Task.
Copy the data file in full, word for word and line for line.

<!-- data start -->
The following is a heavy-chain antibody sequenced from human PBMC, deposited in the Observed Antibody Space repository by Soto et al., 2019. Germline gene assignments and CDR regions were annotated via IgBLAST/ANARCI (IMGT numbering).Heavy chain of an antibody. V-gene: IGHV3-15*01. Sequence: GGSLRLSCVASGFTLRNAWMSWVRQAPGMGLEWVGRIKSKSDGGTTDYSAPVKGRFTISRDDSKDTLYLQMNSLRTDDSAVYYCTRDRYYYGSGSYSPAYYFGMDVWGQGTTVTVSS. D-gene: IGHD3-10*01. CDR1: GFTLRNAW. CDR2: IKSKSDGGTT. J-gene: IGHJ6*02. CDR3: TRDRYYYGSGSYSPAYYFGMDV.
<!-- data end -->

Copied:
The following is a heavy-chain antibody sequenced from human PBMC, deposited in the Observed Antibody Space repository by Soto et al., 2019. Germline gene assignments and CDR regions were annotated via IgBLAST/ANARCI (IMGT numbering).Heavy chain of an antibody. V-gene: IGHV3-15*01. Sequence: GGSLRLSCVASGFTLRNAWMSWVRQAPGMGLEWVGRIKSKSDGGTTDYSAPVKGRFTISRDDSKDTLYLQMNSLRTDDSAVYYCTRDRYYYGSGSYSPAYYFGMDVWGQGTTVTVSS. D-gene: IGHD3-10*01. CDR1: GFTLRNAW. CDR2: IKSKSDGGTT. J-gene: IGHJ6*02. CDR3: TRDRYYYGSGSYSPAYYFGMDV.